Sputnik's launch by the USSR 10 months earlier inspired this air and sea assault on the Far North by the U.S. Navy. President Eisenhower capitalized on a chance to send the flag forth with the military establishment, while the U.S. space program ironed out its post-Sputnik difficulties. Althoff shows how both the Cold War and its first thaw forged a number of the book's themes. He pauses with the introduction of each new topic, and digresses into the high points of that topic's history. Thus, for example, he helpfully traces the chronology of dirigibles in the Arctic and which nation-states participated in transitions (p. 131-135), and similarly for drifting ice stations (p. 151-165).
Built upon foundations of geology (the author's training), history, imagery (unrivalled crispness of photographs reproduced from the 1950s, supplemented by the author's own and others from the 1980s) and undeniable skill at writing (not always skillfully edited), Althoff's contribution to chronicling an interlude of Arctic history deserves recognition as a piece of art. This art combines a reference book, a coffee-table piece, and an entertaining vein of stories. Rather than being a page-turner, Althoff's text is best read in measured doses, perhaps reflecting the unhurried pace with which the book was compiled. Readers should be forewarned to overlook a few idiosyncrasies with this book. Running heads are printed so large that you may think you are starting a new chapter at every other turn of a page. Expect frustration if you try to connect chapter endnotes at the back of the book to the correct place in the text, because chapter titles are replaced by meaningless chapter numbers in the endnotes.
Despite its long gestation, Arctic Mission does not refer to several key publications prepared during the same years that were germane to Arctic submarines, to Cold War intrigues (Leary and LeSchack, 1996; Leary, 1999; Britton, 2001), or to dirigibles in the Arctic (the Capelotti book itself). Had I been attempting Althoff's writing project, I imagine myself reaching out to pick the brains of other authors actively researching related topics. That Althoff succeeds without leaning upon a circle of like-minded authors is a tribute to his energy and the completeness of his research.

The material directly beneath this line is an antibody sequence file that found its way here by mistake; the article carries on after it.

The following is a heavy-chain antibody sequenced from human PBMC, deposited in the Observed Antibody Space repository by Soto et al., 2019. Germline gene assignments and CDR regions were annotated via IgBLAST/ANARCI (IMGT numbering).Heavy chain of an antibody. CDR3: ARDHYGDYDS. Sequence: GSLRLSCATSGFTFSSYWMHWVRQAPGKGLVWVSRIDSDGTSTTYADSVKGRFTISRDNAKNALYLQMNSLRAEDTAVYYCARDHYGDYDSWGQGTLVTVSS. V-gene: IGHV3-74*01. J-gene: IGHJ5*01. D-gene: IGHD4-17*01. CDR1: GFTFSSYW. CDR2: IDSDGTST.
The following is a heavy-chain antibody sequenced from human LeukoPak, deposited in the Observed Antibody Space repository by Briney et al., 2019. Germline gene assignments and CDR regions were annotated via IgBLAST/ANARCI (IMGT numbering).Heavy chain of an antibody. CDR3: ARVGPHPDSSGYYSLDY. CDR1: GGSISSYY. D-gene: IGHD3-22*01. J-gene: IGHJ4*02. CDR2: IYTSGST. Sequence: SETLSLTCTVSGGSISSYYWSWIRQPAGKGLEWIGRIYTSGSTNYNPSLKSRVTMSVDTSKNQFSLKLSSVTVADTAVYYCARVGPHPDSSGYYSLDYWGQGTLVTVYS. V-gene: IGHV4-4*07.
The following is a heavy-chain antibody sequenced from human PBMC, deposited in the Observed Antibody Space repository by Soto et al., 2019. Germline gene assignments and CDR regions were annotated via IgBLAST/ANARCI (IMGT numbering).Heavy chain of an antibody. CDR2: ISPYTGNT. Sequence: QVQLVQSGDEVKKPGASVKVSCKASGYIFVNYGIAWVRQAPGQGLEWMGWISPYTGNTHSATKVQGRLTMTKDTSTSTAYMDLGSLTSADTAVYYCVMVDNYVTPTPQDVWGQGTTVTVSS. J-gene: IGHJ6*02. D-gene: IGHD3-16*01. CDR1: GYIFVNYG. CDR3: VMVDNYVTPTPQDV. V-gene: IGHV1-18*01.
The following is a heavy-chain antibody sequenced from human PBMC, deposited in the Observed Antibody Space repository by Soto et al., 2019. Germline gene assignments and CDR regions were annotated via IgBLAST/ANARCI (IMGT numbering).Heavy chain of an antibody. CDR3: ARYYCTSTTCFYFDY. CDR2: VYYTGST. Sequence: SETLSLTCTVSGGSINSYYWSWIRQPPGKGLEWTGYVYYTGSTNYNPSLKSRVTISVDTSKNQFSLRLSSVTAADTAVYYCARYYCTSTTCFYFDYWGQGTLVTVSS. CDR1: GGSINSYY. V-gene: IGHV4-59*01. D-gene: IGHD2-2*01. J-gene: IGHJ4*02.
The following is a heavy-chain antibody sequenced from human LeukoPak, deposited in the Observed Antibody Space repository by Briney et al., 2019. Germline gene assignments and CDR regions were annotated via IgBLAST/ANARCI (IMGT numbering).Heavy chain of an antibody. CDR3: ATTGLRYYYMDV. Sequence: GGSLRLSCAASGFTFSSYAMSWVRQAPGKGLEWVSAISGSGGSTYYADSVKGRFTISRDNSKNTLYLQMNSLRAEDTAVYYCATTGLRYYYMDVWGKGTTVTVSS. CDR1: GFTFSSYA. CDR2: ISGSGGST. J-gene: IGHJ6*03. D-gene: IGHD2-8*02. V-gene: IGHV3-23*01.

Perhaps the most valuable section of Althoff's book will prove to be his Epilogue (p. 209-233). All his various threads and stories are wrapped up, and individual performers in the body of the book are followed from 1958 to their end-of-century status. It is worth noting generally that a number of the young scientific assistants, for example those on Ice Station Bravo (as T-3 was designated during the IGY), had completed their doctoral studies and become leading polar scholars by the end of the 20th century. Likewise, Hugh Mulligan, the Associated Press writer who covered the dirigible and submarine exploits of 1958, was destined to have a long and honored career in journalism. Althoff has particularly fond and gracious things to say about Canadian participants, among them Commodore O.C.S. "Robbie" Robertson, who became Canada's senior specialist in U.S. Naval Arctic operations, and who earned his American colleagues' profound admiration (Britton, 2001).
Nuclear submarines and their Arctic operations are amply covered by other published (and no doubt many still-classified) documents, so this book's real contribution has to be its thoughtful coverage of the dirigible adventure. Althoff's consideration of the pros and cons of dirigible operations in the Arctic is concentrated in this Epilogue. The constraints that limited to six the total number of LTA ships in the Arctic (Andrdee's Eagle, Wellman's America, Amundsen's Norge, Nobile's Italia, the Graf Zeppelin, and the U.S. Navy's #719, Fig. 1) are given balanced treatment by Althoff's work.